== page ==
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Tessa Hart , PhD, Moss TBI Model System at

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Hart, T. (2008). The Moss Attention Rating Scale. The Center for Outcome Measurement in Brain Injury.
combi/mars ( accessed ).





MARS Properties


The MARS has been subjected to 2 large sample studies of inter-rater reliability. The first (Whyte, Hart, Bode & Malec, 2003) compared ratings of patients’ Occupational Therapists (OTs) and Physical Therapists (PTs) done independently over the same 3-day window. Agreement was good (Pearson r = .64). When there were disagreements, OTs tended to rate attention as slightly worse than PTs. The second study (Whyte, Hart, Ellis & Chervoneva, 2008) compared ratings across 4 disciplines: OT, PT, Speech Therapy (ST) and Nursing, using ratings conducted both early and late in the inpatient rehabilitation stay. Agreement across disciplines was fairly robust, with Nursing showing somewhat lower concordance with therapy disciplines. This was interpreted as possibly relating to the less structured and more variable observations available to nursing vs. therapy staff on an inpatient rehabilitation unit.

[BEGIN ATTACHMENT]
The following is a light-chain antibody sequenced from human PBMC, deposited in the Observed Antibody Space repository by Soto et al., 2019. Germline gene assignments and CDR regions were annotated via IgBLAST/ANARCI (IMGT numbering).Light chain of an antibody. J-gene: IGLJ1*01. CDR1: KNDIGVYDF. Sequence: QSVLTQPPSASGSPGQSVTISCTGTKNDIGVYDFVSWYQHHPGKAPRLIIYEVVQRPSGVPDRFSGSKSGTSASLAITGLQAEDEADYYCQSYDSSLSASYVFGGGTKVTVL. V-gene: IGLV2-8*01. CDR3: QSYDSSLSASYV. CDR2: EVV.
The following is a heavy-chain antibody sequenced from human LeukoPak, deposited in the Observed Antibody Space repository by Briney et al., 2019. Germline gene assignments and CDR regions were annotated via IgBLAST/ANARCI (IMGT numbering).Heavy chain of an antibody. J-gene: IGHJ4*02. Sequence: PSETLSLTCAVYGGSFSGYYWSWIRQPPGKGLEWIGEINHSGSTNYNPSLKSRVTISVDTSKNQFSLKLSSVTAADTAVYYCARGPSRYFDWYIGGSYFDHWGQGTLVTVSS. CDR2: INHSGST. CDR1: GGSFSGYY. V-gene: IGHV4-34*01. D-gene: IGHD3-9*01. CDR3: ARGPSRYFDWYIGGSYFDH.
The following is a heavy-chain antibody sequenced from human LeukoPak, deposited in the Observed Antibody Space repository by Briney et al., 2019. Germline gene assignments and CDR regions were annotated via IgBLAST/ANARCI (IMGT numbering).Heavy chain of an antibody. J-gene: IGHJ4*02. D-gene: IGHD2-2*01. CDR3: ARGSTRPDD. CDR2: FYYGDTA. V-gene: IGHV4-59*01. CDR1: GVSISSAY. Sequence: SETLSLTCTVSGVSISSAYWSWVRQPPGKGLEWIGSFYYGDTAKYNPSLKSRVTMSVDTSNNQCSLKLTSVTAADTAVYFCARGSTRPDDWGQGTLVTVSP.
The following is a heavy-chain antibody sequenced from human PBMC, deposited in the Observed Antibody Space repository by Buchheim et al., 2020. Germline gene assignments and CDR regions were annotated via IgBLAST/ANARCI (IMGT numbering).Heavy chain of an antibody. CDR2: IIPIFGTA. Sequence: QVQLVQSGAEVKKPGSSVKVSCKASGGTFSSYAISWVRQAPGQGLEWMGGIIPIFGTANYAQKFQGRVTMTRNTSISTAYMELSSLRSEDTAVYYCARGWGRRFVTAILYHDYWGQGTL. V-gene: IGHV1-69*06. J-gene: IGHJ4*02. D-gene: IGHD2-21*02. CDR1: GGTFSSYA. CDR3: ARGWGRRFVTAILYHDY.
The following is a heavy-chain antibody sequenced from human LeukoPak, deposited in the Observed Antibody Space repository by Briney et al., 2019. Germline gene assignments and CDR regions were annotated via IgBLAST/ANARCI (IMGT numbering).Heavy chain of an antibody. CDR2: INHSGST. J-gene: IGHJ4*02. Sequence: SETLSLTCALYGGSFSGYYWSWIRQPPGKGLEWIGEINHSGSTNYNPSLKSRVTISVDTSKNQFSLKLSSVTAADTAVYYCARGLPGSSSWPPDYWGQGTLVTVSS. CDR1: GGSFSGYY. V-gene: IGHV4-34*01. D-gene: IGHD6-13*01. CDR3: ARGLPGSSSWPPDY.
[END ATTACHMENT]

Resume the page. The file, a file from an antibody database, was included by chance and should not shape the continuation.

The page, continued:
Hart, Whyte, Ellis, & Chervoneva (2009) showed that total scores on the MARS administered to rehabilitation inpatients in the subacute phase of TBI (1) were more strongly correlated to concurrent measures thought to assess attention (e.g., (Digit Span) than those thought to be less demanding of attention (e.g., grip strength); (2) were more strongly correlated to Cognitive than Motor FIM scores; and (3) predicted 1-year outcomes of TBI (Disability Rating Scale scores) better than a battery of psychometric measures of attention administered concurrently with the MARS. These findings provide support for the MARS as a measure of cognitive function, specifically attention, which performs well as a predictor of outcome.

The MARS is highly sensitive to the effects of “natural recovery plus rehabilitation” in the subacute phase of TBI, i.e., MARS scores are significantly higher near rehabilitation discharge compared to rehabilitation admission several weeks earlier (Whyte et al., 2008). However, its sensitivity to treatments specifically targeting attention remains to be determined. The MARS did not discriminate groups of inpatients with TBI with attention deficits who had received a 3-day course of methylphenidate or placebo (Hart et al., 2009). However, it was unclear whether the MARS was insensitive or the treatment was not sufficiently powerful—e.g., too short, not strong enough to add-on to natural recovery—to show an effect.


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